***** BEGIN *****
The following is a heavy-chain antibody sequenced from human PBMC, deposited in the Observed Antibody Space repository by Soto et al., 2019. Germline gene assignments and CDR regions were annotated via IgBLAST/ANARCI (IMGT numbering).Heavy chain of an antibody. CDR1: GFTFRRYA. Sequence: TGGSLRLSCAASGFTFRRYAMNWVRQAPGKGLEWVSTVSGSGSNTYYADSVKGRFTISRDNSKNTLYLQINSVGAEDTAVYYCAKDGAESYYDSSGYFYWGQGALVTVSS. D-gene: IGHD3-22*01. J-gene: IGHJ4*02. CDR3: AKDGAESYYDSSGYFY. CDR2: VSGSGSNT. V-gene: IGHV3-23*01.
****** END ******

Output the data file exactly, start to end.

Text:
The following is a heavy-chain antibody sequenced from human PBMC, deposited in the Observed Antibody Space repository by Soto et al., 2019. Germline gene assignments and CDR regions were annotated via IgBLAST/ANARCI (IMGT numbering).Heavy chain of an antibody. CDR1: GFTFRRYA. Sequence: TGGSLRLSCAASGFTFRRYAMNWVRQAPGKGLEWVSTVSGSGSNTYYADSVKGRFTISRDNSKNTLYLQINSVGAEDTAVYYCAKDGAESYYDSSGYFYWGQGALVTVSS. D-gene: IGHD3-22*01. J-gene: IGHJ4*02. CDR3: AKDGAESYYDSSGYFY. CDR2: VSGSGSNT. V-gene: IGHV3-23*01.